From this daily activity, from this exuberant confluence of rhythms, bodies, desires, and projects springs the extraordinary production of all kinds of knowledge generated by TdS, hand in hand with the communities and networks that move through the project. Among these kinds of knowledge are those gathered in and proposed by the press’s books, which often have direct connections to specific needs and interests rooted in that everyday life. Perhaps the clearest case of this would be the books explicitly presented as ‘users’ manuals.’ A prominent example is the Manual de desobediencia a la Ley Sinde, published in collaboration with Hacktivistas and the newspaper Diagonal in 2011, amid an atmosphere of effervescent opposition to this law. Another with similar objectives is Copyleft: manual de uso, which came out in 2006.

But up to a point, many of TdS’s books demonstrate that same vocation to serve some specific collective need as straightforwardly as possible. La crisis que viene, for example, is a remarkable example written by the activist research group Observatorio Metropolitano, which is also a part of Traficantes, and published just before the irruption of 15M. It became an essential reference for the wave of politicization produced by that movement. Two years after its appearance, this analysis of the neoliberal dogmas leading to the economic crisis had reached 50,000 downloads and 2,000 print copies sold. Another important recent example among many others is the compilation of experiences and ways of knowing resulting from the encounter between the Forum for Independent Life and the Precarious Agency in Cojos y precarias: haciendo vidas que importan (2011). And finally, it’s worth mentioning the collective volume La universidad en conflicto (2010), compiled by Universidad Nómada and Edu-Factory to investigate and offer analytical materials on the corporatization of institutions of higher education under globalized capitalism.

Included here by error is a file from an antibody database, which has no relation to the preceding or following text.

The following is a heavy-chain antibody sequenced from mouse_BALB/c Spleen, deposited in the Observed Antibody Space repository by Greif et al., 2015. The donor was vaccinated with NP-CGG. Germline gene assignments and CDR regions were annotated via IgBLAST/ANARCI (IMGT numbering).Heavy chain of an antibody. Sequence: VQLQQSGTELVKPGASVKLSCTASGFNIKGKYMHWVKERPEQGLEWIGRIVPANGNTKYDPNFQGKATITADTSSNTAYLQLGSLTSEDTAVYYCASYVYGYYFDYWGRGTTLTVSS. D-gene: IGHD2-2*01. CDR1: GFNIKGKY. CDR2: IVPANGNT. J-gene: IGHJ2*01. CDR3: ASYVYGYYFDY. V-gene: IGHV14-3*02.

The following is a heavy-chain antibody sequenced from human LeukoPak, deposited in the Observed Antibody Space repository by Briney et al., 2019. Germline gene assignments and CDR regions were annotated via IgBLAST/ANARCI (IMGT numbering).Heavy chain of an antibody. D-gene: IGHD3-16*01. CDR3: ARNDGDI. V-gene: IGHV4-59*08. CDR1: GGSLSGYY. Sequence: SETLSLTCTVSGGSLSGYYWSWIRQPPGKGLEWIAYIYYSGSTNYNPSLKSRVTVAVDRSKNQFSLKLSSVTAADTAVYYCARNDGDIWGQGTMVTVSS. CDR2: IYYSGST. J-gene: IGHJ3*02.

As the neoliberal crisis has deepened, TdS has become an ever more necessary and requested knowledge factory because of its capacity to harbor a kind of reflection connected directly to attempts to escape the dominion of competition and corporatization. It has its own model of sustainability, as a project that supports the ‘social economy.’ As explained on its website, TdS is a ‘nonprofit association where the workers give the orders,’ and which ‘survives thanks to the community that chooses to support it because they believe it’s a valuable resource for everyone.’ With the aim of offering channels for that community support, in addition to offering books for sale in its physical and virtual stores, TdS has set up subscription services to its bookstore and its press, and the ongoing possibility of making donations online.[2]

A fact that may seem anecdotal, but I consider relevant to this support, is that the premises of Embajadores 35 are set back a little from the street, in a passageway located within a block of apartments. If you didn’t know it existed, it would be hard to just stumble upon it. Deliberately burying themselves in the small corridor leading to their door could serve as a metaphor for the active, voluntary gesture that TdS requires from its community of users to survive, beyond mere consumerism. Even though book sales are used partly to support the organization, it would be difficult for someone to buy a book in TdS without knowing that by doing so, he or she was contributing to a space that tries to create a culture whose value is not decided commercially.

Of course, the created value of TdS can also be co-opted indirectly by being used by consumerist, commodifying logics, like any other socially produced value. But that does not invalidate the existence of a whole series of specific protocols that make TdS a social economy and free culture project that tries to complicate that co-optation: open licenses, workers self-managing assemblies, interruption of profit logics, constantly offering their resources to serve the communities that participate in the project, and in general—again in their words (online)—the goal of ‘generating goods and services through fair productive structures, where the most important things are workforce and gender equality, and respect for the planet.’